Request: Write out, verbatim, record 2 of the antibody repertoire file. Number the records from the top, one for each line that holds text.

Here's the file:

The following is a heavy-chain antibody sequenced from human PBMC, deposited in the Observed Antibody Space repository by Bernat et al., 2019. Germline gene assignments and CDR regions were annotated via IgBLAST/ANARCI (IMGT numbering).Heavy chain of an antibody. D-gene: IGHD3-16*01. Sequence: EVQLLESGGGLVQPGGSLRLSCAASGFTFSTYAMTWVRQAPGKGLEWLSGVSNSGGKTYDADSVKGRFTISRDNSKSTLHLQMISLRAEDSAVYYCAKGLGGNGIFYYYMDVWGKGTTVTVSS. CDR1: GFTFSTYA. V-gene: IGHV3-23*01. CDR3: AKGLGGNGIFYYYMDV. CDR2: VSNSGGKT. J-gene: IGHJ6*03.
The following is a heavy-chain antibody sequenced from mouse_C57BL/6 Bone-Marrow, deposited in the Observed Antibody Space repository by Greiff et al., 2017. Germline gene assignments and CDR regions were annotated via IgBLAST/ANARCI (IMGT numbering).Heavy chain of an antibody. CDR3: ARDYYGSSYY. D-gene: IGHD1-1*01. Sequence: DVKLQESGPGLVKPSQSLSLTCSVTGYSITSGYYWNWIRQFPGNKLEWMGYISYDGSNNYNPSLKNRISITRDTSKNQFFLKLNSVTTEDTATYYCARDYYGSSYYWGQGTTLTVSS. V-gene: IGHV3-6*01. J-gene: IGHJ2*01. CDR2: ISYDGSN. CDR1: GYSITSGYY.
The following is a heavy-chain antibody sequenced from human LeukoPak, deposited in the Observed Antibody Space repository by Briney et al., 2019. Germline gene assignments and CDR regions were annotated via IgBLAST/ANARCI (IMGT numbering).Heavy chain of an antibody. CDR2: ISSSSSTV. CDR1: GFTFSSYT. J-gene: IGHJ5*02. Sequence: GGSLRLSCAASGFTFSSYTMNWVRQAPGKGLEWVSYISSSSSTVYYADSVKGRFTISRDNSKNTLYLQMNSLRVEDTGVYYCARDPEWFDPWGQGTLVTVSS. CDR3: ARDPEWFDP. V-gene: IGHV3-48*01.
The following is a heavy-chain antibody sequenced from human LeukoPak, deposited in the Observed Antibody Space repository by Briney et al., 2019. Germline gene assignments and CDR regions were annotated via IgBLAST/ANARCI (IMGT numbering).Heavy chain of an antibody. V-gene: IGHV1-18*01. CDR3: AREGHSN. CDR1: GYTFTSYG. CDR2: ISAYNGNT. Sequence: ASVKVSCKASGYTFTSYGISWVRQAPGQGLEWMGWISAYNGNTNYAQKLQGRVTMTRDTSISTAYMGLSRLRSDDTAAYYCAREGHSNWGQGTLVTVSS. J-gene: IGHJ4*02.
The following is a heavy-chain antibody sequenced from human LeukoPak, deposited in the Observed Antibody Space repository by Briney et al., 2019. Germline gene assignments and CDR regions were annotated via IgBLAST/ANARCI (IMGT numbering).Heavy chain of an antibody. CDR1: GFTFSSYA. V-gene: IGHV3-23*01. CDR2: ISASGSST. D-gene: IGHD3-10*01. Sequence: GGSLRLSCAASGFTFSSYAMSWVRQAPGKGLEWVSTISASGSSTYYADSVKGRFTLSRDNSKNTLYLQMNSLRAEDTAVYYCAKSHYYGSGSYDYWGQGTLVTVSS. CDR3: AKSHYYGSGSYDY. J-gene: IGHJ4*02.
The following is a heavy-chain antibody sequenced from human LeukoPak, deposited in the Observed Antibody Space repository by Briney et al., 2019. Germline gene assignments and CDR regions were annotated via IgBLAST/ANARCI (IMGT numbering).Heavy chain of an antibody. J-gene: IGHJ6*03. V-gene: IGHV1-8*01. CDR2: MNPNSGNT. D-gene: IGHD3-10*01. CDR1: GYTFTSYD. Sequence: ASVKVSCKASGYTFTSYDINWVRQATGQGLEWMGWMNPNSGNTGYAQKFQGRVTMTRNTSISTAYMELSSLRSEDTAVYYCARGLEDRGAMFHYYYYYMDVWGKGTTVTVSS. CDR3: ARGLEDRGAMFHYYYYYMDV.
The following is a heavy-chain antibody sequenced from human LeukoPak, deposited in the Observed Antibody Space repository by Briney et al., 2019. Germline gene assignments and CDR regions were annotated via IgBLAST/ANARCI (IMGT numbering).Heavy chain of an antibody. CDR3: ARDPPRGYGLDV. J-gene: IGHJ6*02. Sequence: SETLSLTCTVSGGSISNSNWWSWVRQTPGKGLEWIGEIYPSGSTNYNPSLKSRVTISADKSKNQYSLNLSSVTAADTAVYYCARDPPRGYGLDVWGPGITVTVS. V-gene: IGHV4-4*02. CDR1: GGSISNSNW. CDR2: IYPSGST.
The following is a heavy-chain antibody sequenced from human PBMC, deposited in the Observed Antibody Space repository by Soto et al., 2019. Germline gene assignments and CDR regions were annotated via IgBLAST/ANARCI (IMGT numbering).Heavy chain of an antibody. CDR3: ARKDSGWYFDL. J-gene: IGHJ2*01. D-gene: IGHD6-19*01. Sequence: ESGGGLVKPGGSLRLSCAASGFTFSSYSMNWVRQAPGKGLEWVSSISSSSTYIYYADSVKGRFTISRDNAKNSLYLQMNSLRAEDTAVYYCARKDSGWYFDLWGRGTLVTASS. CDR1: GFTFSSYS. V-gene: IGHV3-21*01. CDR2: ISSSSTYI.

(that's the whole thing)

The following is a heavy-chain antibody sequenced from mouse_C57BL/6 Bone-Marrow, deposited in the Observed Antibody Space repository by Greiff et al., 2017. Germline gene assignments and CDR regions were annotated via IgBLAST/ANARCI (IMGT numbering).Heavy chain of an antibody. CDR3: ARDYYGSSYY. D-gene: IGHD1-1*01. Sequence: DVKLQESGPGLVKPSQSLSLTCSVTGYSITSGYYWNWIRQFPGNKLEWMGYISYDGSNNYNPSLKNRISITRDTSKNQFFLKLNSVTTEDTATYYCARDYYGSSYYWGQGTTLTVSS. V-gene: IGHV3-6*01. J-gene: IGHJ2*01. CDR2: ISYDGSN. CDR1: GYSITSGYY.